Differentiation using Quick Response Codes - QR Codes:
Quick Response Codes, QR codes, are a great way to give students easy access to movies you have created, text you would like them to read, internet links you want them to follow etc. A QR code can be compared to a bar-code that you find on all you daily products. It is the code that when leaving the supermarket get's scanned in by the cashier. A QR code is just like that only in a pictogram look. They are a great way to help you differentiate in your lesson or to assist students to lead a small part of an exercise. An example: some of your eager boys arrive early in your lesson whilst you are still setting up, instead of waiting for you or shooting about you could ask them to scan the QR code on the wall (which is linked to a warm up drill) in order to prepare themselves to show a good example for the warm up activity that is following. Another example: in a gymnastics unit where you have various stations the QR code can help the student view a "perfect example" once more without you being there. Or if a student has mastered all the basics skills but requires an extra challenge, (s)he could scan a QR code to find an exercise of a higher level. Another idea: in your lesson you have some students who do not participate due to an injury they could scan a QR code that is linked to the rules of a LaCrosse game the students are about to play. The students who watched the clip or have read the text could then explain to the rest of the class how the game is played and continue to be a referee during the matches that lead on from here.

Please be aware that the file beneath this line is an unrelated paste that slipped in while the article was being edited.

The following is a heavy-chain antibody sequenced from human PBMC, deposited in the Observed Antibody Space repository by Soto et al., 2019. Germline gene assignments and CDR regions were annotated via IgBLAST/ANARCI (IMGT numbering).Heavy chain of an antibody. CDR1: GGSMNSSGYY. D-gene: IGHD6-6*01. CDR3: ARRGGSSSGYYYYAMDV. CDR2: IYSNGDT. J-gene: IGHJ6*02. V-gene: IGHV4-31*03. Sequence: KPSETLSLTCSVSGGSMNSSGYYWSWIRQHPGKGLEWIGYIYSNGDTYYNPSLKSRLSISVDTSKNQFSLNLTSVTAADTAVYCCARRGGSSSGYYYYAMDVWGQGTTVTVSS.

Applications - Apps
to follow soon
Flipped Classroom Approach:
The flipped classroom approach is based on the idea from the Khan Academy (http://www.khanacademy.org/) where students watch the lesson instruction at home and the questions are discussed in the classroom. In our Physical Education lesson our students are to watch a short movie/podcast explaining the school rules of a certain game at home, they can do this at their own pace and review it multiple times if that is what they need in order to understand it. When they come to our lesson they are prepared with the basic rules and the teacher or their peers can help them with the rules they did not understand. As this is something new we are still in a trial phase and we just had our first go at it with a flipped softball podcast. This podcast explains the basic rules of the game of softball and the positions in the field. (see below)
Flipped Softball - basic rules & positions